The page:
School NGO raises funds through charity event in Phnom Penh

The school of the NGO, Ecole d’Hôtellerie et de Tourisme Paul Dubrule, organized a charity tennis tournament last Saturday at the Sofitel-Phokeethra sports club.

The school has been active for 20 years in Siem Reap, preparing hundreds of young Cambodians each year to enter the country’s vital industry of high-quality cuisine, hospitality and tourism.

One of the series of events organized by the school in Phnom Penh is to raise funds for its considerable running costs; the tournament was sponsored by, among others, Decathlon, Eurocham and La Ferme de Bassac. The event had a bigger turnout than expected, according to organizer and school principal, François Schnoebelen, who told the Khmer time motivation for fundraising.

“We wanted to launch this event, along with others, in Phnom Penh because we lost a lot of our donors, losing almost 25% of our budget, as most of our donors were in hospitality which of course suffered. because of Covid,” he said.

“The school is an NGO and we live off donors, so we tried to find new donors here in Phnom Penh following a campaign that included a Christmas market and the Musica Felice concert at the Sofitel a month ago, that’s why we have this tennis competition today,” explained Schnoebelen.

Sport, he explained, is also central to the teaching of the vocational school, which has a radical approach encompassing various teaching methods in its curriculum.

“The reason we also play sports is that we believe that the education of our young students is complete when we do everything. Vocational Training Minister Ith Samheng said, “We should have 4-H in education, and I strongly believe in it. We have to educate the head, which is knowledge. Learn to use hands because in our vocational training school they use their hands. Educate the heart, especially in the hospitality industry, and train for sport because you need to have good health,” Schnoebelen said.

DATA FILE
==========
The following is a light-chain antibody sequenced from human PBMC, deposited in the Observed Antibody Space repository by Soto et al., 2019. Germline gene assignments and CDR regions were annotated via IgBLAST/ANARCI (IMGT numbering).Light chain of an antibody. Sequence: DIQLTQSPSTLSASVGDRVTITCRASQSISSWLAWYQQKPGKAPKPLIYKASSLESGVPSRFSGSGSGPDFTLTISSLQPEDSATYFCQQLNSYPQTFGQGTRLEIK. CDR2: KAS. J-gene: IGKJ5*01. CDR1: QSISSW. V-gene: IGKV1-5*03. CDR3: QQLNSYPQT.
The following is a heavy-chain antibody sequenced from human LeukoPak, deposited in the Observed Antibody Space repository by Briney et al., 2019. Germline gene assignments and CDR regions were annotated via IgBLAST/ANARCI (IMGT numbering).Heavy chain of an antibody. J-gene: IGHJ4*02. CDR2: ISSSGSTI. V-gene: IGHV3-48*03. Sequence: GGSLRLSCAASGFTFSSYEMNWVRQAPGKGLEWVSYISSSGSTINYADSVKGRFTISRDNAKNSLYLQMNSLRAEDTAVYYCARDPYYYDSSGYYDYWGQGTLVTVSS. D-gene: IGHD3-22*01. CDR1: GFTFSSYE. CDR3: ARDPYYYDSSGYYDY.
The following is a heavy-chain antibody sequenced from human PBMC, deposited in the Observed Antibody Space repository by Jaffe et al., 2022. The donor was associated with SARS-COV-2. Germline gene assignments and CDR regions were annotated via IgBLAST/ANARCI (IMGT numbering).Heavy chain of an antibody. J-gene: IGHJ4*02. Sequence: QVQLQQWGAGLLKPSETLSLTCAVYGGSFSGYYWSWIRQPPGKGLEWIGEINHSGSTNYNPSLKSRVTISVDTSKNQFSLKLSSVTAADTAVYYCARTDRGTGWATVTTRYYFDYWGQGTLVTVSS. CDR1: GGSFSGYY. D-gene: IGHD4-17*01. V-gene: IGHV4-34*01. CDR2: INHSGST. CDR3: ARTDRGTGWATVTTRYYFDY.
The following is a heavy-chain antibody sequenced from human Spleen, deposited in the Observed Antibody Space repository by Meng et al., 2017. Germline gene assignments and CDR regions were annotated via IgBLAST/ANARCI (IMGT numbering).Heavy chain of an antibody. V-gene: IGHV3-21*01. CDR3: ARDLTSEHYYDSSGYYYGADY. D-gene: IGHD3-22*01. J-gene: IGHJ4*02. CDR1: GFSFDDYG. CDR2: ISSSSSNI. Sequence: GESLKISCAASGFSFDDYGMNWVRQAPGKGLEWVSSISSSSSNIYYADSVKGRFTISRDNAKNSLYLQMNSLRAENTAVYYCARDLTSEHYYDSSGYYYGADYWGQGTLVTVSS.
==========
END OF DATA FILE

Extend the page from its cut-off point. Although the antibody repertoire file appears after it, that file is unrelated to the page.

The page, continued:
Students receive artistic training for the aesthetic preparation of dishes necessary for gastronomy, which involves the correct mixing of colors and patterns.

Schnoebelen also explained that the school had developed “blended learning” during the Covid school closures, making students the owners of their education.

“From the online lessons, we let them learn at their own pace, so when they come into the classroom, it’s not so much the teacher who teaches them, but the students who ask the teacher what they want. learn more,” he said.

Since 1998, when founder Paul Debrule made the trip from Fontainebleau in France, traveling 15,272 kilometers to Siem Reap for the school’s opening day, École Paul Dubrule has accepted more than 300 applicants each year. They were selected from more than 700 applicants to take its one-year course which includes five programs: cooking, baking, housekeeping, F&B service and travel agency operations.

The school employs 100% of its graduates and among its more than 4,000 alumni are the famous “Kimsan twins”, the chefs of the fine Khmer cuisine restaurant in Phnom Penh, Sombok.

“We are also an eco-campus and are seeking certification from the United Nations-sponsored Foundation for Environmental Education (FEE) Denmark, which would make our school the first vocational school in the world to be FEE-certified” , said Schoebelen.

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